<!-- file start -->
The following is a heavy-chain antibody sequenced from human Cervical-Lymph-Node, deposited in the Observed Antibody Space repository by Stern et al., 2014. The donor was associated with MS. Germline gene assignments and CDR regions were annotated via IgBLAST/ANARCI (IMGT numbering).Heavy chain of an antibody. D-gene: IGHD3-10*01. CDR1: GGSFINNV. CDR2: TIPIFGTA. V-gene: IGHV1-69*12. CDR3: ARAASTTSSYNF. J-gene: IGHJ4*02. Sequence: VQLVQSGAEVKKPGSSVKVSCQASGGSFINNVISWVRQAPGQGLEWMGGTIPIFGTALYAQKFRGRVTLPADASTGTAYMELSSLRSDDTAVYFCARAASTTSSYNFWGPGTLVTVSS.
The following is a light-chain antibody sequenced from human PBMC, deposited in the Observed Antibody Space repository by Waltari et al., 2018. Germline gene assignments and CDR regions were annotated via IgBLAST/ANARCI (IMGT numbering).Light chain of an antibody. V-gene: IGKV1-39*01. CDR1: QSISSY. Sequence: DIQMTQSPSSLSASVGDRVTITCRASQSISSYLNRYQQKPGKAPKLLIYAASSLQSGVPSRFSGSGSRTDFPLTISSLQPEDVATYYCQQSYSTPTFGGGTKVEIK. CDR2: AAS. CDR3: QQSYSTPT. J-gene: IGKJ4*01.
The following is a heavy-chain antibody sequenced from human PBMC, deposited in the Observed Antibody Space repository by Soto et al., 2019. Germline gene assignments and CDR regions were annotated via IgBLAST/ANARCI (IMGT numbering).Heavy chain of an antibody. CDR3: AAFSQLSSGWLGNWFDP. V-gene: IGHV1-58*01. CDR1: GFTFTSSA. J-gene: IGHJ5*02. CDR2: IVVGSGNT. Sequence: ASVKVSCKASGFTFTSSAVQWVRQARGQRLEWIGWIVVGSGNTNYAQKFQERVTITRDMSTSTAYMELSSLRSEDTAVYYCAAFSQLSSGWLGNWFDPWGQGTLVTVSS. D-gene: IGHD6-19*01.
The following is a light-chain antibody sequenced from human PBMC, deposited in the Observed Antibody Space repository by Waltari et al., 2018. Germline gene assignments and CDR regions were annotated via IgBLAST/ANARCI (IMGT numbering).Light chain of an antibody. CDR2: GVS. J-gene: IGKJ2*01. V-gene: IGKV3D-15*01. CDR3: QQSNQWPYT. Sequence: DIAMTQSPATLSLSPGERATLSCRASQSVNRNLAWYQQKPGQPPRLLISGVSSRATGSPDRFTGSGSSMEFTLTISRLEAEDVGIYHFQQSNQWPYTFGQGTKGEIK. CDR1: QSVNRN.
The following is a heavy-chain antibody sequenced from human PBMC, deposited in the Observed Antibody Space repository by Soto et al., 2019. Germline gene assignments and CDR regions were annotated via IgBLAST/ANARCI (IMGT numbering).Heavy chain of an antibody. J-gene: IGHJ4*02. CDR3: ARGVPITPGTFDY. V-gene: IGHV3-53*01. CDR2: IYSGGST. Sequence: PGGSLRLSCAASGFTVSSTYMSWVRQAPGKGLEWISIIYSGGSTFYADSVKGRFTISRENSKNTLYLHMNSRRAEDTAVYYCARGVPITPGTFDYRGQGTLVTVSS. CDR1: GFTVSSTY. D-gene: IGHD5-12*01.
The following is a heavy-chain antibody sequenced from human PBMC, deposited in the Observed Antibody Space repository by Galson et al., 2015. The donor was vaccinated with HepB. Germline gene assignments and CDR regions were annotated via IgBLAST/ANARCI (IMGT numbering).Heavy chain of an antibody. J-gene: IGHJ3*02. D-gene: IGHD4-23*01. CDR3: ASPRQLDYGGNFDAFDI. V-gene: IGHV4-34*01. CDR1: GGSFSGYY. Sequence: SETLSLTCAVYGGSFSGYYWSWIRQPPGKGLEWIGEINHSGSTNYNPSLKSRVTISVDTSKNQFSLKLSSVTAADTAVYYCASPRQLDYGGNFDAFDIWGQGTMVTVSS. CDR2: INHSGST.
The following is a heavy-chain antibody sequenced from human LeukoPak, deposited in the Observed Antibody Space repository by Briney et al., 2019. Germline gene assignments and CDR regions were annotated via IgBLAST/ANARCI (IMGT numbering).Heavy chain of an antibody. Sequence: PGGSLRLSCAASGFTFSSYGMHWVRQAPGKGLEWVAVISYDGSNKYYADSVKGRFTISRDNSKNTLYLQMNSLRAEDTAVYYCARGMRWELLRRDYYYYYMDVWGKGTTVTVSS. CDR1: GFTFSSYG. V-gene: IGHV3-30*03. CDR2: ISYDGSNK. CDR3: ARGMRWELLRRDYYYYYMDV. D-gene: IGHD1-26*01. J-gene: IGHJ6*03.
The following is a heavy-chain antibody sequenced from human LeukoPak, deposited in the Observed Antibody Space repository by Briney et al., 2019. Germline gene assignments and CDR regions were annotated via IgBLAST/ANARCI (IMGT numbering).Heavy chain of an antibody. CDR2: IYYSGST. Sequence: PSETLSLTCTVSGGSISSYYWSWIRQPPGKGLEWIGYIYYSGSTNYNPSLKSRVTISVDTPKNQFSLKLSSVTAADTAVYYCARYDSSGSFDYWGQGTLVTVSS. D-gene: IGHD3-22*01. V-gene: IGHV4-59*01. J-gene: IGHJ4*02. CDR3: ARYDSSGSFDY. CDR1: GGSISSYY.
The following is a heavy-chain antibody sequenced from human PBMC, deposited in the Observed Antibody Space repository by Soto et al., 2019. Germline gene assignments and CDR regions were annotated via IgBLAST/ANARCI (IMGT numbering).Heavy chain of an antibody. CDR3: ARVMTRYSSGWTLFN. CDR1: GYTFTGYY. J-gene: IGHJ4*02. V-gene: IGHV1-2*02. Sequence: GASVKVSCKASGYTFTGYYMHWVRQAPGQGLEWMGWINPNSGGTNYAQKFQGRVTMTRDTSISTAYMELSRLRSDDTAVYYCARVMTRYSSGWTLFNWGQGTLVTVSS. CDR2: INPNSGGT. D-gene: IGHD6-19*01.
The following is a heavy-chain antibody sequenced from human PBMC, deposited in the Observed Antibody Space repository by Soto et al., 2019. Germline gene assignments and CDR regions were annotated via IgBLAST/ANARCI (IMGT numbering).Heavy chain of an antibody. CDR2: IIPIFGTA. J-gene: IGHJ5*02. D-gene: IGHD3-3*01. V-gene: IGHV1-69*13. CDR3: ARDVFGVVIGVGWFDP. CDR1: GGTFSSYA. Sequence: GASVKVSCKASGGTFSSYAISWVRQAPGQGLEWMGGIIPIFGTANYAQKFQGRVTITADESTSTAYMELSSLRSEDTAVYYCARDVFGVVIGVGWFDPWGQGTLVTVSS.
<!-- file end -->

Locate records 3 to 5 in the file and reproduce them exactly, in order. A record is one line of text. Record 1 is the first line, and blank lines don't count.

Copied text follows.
The following is a heavy-chain antibody sequenced from human PBMC, deposited in the Observed Antibody Space repository by Soto et al., 2019. Germline gene assignments and CDR regions were annotated via IgBLAST/ANARCI (IMGT numbering).Heavy chain of an antibody. CDR3: AAFSQLSSGWLGNWFDP. V-gene: IGHV1-58*01. CDR1: GFTFTSSA. J-gene: IGHJ5*02. CDR2: IVVGSGNT. Sequence: ASVKVSCKASGFTFTSSAVQWVRQARGQRLEWIGWIVVGSGNTNYAQKFQERVTITRDMSTSTAYMELSSLRSEDTAVYYCAAFSQLSSGWLGNWFDPWGQGTLVTVSS. D-gene: IGHD6-19*01.
The following is a light-chain antibody sequenced from human PBMC, deposited in the Observed Antibody Space repository by Waltari et al., 2018. Germline gene assignments and CDR regions were annotated via IgBLAST/ANARCI (IMGT numbering).Light chain of an antibody. CDR2: GVS. J-gene: IGKJ2*01. V-gene: IGKV3D-15*01. CDR3: QQSNQWPYT. Sequence: DIAMTQSPATLSLSPGERATLSCRASQSVNRNLAWYQQKPGQPPRLLISGVSSRATGSPDRFTGSGSSMEFTLTISRLEAEDVGIYHFQQSNQWPYTFGQGTKGEIK. CDR1: QSVNRN.
The following is a heavy-chain antibody sequenced from human PBMC, deposited in the Observed Antibody Space repository by Soto et al., 2019. Germline gene assignments and CDR regions were annotated via IgBLAST/ANARCI (IMGT numbering).Heavy chain of an antibody. J-gene: IGHJ4*02. CDR3: ARGVPITPGTFDY. V-gene: IGHV3-53*01. CDR2: IYSGGST. Sequence: PGGSLRLSCAASGFTVSSTYMSWVRQAPGKGLEWISIIYSGGSTFYADSVKGRFTISRENSKNTLYLHMNSRRAEDTAVYYCARGVPITPGTFDYRGQGTLVTVSS. CDR1: GFTVSSTY. D-gene: IGHD5-12*01.